School choice advocates in New York are making a last-minute push to get an education tax credit bill passed in the final eight days of the state assembly's legislative session.
Cardinal Timothy Dolan, with the Archdiocese of New York, is spearheading a campaign to move the bill out of the assembly and into law. The legislation would create a tax credit for donations made to schools and scholarship programs. Although opposed by the state teachers' union, tax credits are seen as a potential lifeline to struggling Roman Catholic schools.
Reflecting a trend seen across most of the country, the number of Catholic schools in New York has shrunk from around 800 to about 500 over the last 15 years, according to Jim Cultrara of the New York State Catholic Conference.
"It's not difficult to understand why," Cultrara said. "We have in New York, and across the country, an enormously unlevel playing field where the public sector, including charters, is supported by tax dollars."
Cultrara said Catholic school families are essentially asked to pay for education twice: as taxpayers funding public schools and as tuition-payers at private schools.
With the explosion of charter schools over the last several years, Catholic schools are finding it more difficult to compete with the public sector.
The campaign, which includes TV and print advertisements as well as rallies and email blasts, also has the support from several other religious groups, such as the Jewish, Islamic, Lutheran and Greek Orthodox-affiliated organizations and schools.
However, opponents are concerned that the tax credit could harm public schools.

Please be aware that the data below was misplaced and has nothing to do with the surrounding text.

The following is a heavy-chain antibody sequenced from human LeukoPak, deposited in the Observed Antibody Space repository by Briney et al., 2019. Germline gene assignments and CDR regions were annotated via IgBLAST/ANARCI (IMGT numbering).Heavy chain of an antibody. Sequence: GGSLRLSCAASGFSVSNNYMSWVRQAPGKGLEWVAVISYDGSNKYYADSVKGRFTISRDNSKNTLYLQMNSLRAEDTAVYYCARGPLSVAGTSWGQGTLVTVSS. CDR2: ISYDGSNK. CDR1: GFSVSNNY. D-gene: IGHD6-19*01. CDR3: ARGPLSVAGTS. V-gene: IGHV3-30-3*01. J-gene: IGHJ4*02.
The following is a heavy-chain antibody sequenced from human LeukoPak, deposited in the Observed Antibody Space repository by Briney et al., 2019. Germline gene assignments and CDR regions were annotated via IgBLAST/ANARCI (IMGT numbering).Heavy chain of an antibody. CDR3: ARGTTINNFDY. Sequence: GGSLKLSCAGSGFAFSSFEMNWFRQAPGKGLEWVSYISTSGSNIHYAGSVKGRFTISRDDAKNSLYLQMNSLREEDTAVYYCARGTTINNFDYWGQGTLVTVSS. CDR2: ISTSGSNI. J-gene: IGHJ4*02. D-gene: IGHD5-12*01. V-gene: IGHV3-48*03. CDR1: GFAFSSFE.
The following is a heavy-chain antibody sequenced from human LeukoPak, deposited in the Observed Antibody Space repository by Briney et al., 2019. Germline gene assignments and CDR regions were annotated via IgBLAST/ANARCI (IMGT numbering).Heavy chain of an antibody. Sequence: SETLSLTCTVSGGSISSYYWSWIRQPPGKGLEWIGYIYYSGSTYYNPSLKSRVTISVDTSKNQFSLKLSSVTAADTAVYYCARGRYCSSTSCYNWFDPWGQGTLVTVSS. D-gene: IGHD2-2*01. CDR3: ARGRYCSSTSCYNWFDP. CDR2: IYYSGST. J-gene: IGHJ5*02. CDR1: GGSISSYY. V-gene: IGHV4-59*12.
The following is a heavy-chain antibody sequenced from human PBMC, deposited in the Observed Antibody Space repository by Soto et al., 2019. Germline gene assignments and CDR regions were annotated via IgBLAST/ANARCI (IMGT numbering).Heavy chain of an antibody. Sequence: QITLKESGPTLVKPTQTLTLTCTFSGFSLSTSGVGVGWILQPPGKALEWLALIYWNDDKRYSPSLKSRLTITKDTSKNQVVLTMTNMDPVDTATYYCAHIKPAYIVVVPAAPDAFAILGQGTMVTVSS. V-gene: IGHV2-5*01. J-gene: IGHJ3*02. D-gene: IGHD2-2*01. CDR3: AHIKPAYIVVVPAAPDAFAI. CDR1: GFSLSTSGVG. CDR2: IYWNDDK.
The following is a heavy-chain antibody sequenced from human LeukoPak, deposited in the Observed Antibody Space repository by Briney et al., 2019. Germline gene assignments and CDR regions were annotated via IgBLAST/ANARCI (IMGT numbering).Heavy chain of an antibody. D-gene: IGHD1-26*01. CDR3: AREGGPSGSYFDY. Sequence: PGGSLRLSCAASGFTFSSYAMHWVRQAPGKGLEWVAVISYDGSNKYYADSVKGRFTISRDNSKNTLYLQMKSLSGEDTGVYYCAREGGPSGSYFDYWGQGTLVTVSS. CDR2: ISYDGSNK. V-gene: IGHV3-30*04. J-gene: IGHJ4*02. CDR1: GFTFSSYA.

"This is a voucher-like program that drains public dollars into private and Catholic schools," said Carl Korn, a spokesman for the New York State United Teachers who's concerned that inequities between public and private schools in donations will be exacerbated by the tax-credit program. Korn said that private schools are more likely to attract big donations from businesses and wealthy school-choice advocates.
"Whereas the New Yorker who sends their kids to a public school is more likely to donate $25 to a sports booster club," he said.
The total tax credit would be capped at $150 million starting in 2015 and then increase to $300 million by 2017. Half of the annual cap amount would be reserved for public education entities, school improvement organizations, and local education funds. The other half is for donations to educational scholarship organizations which students attending private schools can use.
The legislation was knocked off track in early April when New York Governor Andrew Cuomo did not include the tax credit in the state's budget. The New York Assembly's legislative session ends June 19.